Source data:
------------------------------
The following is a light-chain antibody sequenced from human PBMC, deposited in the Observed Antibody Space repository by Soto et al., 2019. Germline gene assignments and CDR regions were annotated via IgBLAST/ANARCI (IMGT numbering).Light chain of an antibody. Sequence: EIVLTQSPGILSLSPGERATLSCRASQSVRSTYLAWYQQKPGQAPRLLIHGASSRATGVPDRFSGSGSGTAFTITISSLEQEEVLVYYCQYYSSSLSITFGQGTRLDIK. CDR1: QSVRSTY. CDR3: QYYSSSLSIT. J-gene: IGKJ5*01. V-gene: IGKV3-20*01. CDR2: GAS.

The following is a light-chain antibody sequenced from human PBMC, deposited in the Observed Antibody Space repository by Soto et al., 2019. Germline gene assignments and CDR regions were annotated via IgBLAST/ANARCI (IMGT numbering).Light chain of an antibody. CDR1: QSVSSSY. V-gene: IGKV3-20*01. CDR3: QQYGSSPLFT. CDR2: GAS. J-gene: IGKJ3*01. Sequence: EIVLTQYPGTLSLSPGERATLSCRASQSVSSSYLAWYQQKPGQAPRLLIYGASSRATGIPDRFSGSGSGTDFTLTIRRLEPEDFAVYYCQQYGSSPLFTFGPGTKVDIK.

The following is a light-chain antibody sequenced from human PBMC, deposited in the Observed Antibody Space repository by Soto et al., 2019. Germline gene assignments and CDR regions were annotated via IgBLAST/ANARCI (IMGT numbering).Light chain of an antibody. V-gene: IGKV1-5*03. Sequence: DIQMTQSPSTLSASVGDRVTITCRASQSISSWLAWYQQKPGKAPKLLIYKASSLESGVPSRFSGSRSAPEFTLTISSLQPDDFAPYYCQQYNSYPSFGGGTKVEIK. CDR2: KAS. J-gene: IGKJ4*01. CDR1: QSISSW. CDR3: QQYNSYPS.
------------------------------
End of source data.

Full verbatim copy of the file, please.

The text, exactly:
The following is a light-chain antibody sequenced from human PBMC, deposited in the Observed Antibody Space repository by Soto et al., 2019. Germline gene assignments and CDR regions were annotated via IgBLAST/ANARCI (IMGT numbering).Light chain of an antibody. Sequence: EIVLTQSPGILSLSPGERATLSCRASQSVRSTYLAWYQQKPGQAPRLLIHGASSRATGVPDRFSGSGSGTAFTITISSLEQEEVLVYYCQYYSSSLSITFGQGTRLDIK. CDR1: QSVRSTY. CDR3: QYYSSSLSIT. J-gene: IGKJ5*01. V-gene: IGKV3-20*01. CDR2: GAS.

The following is a light-chain antibody sequenced from human PBMC, deposited in the Observed Antibody Space repository by Soto et al., 2019. Germline gene assignments and CDR regions were annotated via IgBLAST/ANARCI (IMGT numbering).Light chain of an antibody. CDR1: QSVSSSY. V-gene: IGKV3-20*01. CDR3: QQYGSSPLFT. CDR2: GAS. J-gene: IGKJ3*01. Sequence: EIVLTQYPGTLSLSPGERATLSCRASQSVSSSYLAWYQQKPGQAPRLLIYGASSRATGIPDRFSGSGSGTDFTLTIRRLEPEDFAVYYCQQYGSSPLFTFGPGTKVDIK.

The following is a light-chain antibody sequenced from human PBMC, deposited in the Observed Antibody Space repository by Soto et al., 2019. Germline gene assignments and CDR regions were annotated via IgBLAST/ANARCI (IMGT numbering).Light chain of an antibody. V-gene: IGKV1-5*03. Sequence: DIQMTQSPSTLSASVGDRVTITCRASQSISSWLAWYQQKPGKAPKLLIYKASSLESGVPSRFSGSRSAPEFTLTISSLQPDDFAPYYCQQYNSYPSFGGGTKVEIK. CDR2: KAS. J-gene: IGKJ4*01. CDR1: QSISSW. CDR3: QQYNSYPS.